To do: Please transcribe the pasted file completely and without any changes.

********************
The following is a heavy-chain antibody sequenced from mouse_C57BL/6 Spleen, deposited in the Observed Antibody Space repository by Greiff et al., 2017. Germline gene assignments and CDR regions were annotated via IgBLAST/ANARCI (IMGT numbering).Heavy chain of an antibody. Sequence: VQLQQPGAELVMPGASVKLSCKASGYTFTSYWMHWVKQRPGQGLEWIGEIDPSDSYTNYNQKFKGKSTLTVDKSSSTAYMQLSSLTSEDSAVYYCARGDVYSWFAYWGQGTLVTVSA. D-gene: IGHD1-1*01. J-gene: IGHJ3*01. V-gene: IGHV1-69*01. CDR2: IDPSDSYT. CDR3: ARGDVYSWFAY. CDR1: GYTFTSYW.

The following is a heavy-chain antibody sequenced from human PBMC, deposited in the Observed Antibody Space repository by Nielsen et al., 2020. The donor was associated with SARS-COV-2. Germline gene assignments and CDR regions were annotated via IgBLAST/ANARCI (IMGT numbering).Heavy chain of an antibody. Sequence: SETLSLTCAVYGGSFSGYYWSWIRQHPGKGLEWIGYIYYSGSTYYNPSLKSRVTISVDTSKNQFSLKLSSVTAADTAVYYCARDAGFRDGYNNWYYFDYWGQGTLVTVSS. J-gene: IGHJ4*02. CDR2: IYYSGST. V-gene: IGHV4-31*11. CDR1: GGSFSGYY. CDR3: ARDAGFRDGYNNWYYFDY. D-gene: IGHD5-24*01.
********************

The following is a heavy-chain antibody sequenced from mouse_C57BL/6 Spleen, deposited in the Observed Antibody Space repository by Greiff et al., 2017. Germline gene assignments and CDR regions were annotated via IgBLAST/ANARCI (IMGT numbering).Heavy chain of an antibody. Sequence: VQLQQPGAELVMPGASVKLSCKASGYTFTSYWMHWVKQRPGQGLEWIGEIDPSDSYTNYNQKFKGKSTLTVDKSSSTAYMQLSSLTSEDSAVYYCARGDVYSWFAYWGQGTLVTVSA. D-gene: IGHD1-1*01. J-gene: IGHJ3*01. V-gene: IGHV1-69*01. CDR2: IDPSDSYT. CDR3: ARGDVYSWFAY. CDR1: GYTFTSYW.

The following is a heavy-chain antibody sequenced from human PBMC, deposited in the Observed Antibody Space repository by Nielsen et al., 2020. The donor was associated with SARS-COV-2. Germline gene assignments and CDR regions were annotated via IgBLAST/ANARCI (IMGT numbering).Heavy chain of an antibody. Sequence: SETLSLTCAVYGGSFSGYYWSWIRQHPGKGLEWIGYIYYSGSTYYNPSLKSRVTISVDTSKNQFSLKLSSVTAADTAVYYCARDAGFRDGYNNWYYFDYWGQGTLVTVSS. J-gene: IGHJ4*02. CDR2: IYYSGST. V-gene: IGHV4-31*11. CDR1: GGSFSGYY. CDR3: ARDAGFRDGYNNWYYFDY. D-gene: IGHD5-24*01.